No information on Chechen gay killings claim

No information on Chechen gay killings claim

Russia's most famous campaigning newspaper said on Friday it had appealed to the Kremlin to protect its staff after Chechen clerics said the paper faced "retribution" for alleging that gay men in Chechnya were being tortured and killed.

Russian activists claim the victims - gay or suspected of being gay - are being held at a detention center near the Chechen town of Argun.

Chechnya is a Muslim-majority autonomous southern Russian republic.

Russian leaders on Friday said there is no "reliable information" regarding the purge. The publication caused calls to investigate the published data from the world community and angry denials of official Chechen representatives.

On Friday, the former Vice President responded to growing concerns among worldwide governments and human rights groups who have been pressuring the take action and address the Chechen crisis with Russian Federation.

Novaya's report also caused outrage among Chechnya's Muslim clerics, who adopted a resolution saying it had insulted the dignity and Islamic faith of Chechen men and society.

The newspaper wrote that the resolution "encouraged religious fanatics to violence against journalists" and called the Russian authorities to ensure the safety of journalists.

Earlier this week, 50 members of the United States Congress signed a letter calling for an investigation into the homophobic purge.

It claimed Chechen authorities were attempting a "complete cleansing" of homosexuals.

He added: "Russia's abuses can not be ignored".

Then, days ago, we were horrified to discover that Chechyna had opened up concentration camps where, according to reports, gay men are being tortured with electric shocks, and beaten to death. "Especially against actions that could pose a threat to the security and life of journalists". His spokesman Alvi Karimov called Novaya's report "an absolute lie", saying there were no gay men in Chechnya to be persecuted. The only Republicans to sign were Carlos Curbelo, Charles Dent and Ileana Ros-Lehtinen. Many believe that these numbers are understated.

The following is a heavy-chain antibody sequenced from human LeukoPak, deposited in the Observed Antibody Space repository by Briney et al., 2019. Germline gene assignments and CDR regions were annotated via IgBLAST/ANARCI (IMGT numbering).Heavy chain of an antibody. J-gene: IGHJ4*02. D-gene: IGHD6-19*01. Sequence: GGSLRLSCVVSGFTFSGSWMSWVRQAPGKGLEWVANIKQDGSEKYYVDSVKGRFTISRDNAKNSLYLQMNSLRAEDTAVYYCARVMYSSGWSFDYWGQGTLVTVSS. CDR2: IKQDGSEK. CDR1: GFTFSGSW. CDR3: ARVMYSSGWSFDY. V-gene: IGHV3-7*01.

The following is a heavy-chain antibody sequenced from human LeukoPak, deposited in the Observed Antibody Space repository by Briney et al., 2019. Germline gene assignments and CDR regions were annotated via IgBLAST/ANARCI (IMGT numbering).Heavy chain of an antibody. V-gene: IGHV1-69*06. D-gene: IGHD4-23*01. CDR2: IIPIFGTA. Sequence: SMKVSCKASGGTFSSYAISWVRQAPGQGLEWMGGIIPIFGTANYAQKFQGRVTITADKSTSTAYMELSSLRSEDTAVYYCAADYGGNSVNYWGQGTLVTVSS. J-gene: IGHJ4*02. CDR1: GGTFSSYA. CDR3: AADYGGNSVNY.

"These are acts of persecution and violence on an unprecedented scale in the region, and constitute serious violations of the obligations of the Russian Federation under worldwide human rights law", the experts said.

Cross-party British MEPs have sent Prime Minister Theresa May and Foreign Secretary Boris Johnson a letter urging them to meet with the Ambassador of the Russian Federation to the UK.

Mr Johnson tweeted: "Outrageous Chechnya govt supports rather than stops ill-treatment of #LGBT people".

Novaya Gazeta said in a statement on Friday that it fears for the safety of its journalists after exposing the persecution of gay men in Chechnya, a Muslim-majority republic of Russian Federation. It said at least three of them had been killed.

"The statement by the regional Government, implying that such treatment towards LGBT people is acceptable, is particularly abhorrent".

On Thursday, the Office of the United Nations High Commissioner for Human Rights called for the release of the men and an end to their persecution.

The Kremlin said they were monitoring the situation.

"Russia's global human rights obligations require them to protect citizens who may be at risk of persecution".

"We expect the Russian government to fulfill its obligations to this end, and to uphold the rule of law".

Mr Johnson's comments come after Liberal Democrat leader questioned his continued silence on the issue. Reports have been backed up by the Human Rights Watch as well as men who have been detained, beaten, tortured or otherwise punished.



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